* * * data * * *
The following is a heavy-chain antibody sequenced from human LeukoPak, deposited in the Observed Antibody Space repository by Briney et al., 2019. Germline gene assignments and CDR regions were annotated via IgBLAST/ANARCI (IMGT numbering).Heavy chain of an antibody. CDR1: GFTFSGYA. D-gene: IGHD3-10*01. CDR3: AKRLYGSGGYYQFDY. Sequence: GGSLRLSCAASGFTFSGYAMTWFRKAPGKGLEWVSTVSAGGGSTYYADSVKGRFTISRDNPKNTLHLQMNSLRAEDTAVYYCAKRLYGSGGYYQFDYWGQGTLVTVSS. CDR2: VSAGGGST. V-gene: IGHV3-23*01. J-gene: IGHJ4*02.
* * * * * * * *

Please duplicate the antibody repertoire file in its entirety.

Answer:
The following is a heavy-chain antibody sequenced from human LeukoPak, deposited in the Observed Antibody Space repository by Briney et al., 2019. Germline gene assignments and CDR regions were annotated via IgBLAST/ANARCI (IMGT numbering).Heavy chain of an antibody. CDR1: GFTFSGYA. D-gene: IGHD3-10*01. CDR3: AKRLYGSGGYYQFDY. Sequence: GGSLRLSCAASGFTFSGYAMTWFRKAPGKGLEWVSTVSAGGGSTYYADSVKGRFTISRDNPKNTLHLQMNSLRAEDTAVYYCAKRLYGSGGYYQFDYWGQGTLVTVSS. CDR2: VSAGGGST. V-gene: IGHV3-23*01. J-gene: IGHJ4*02.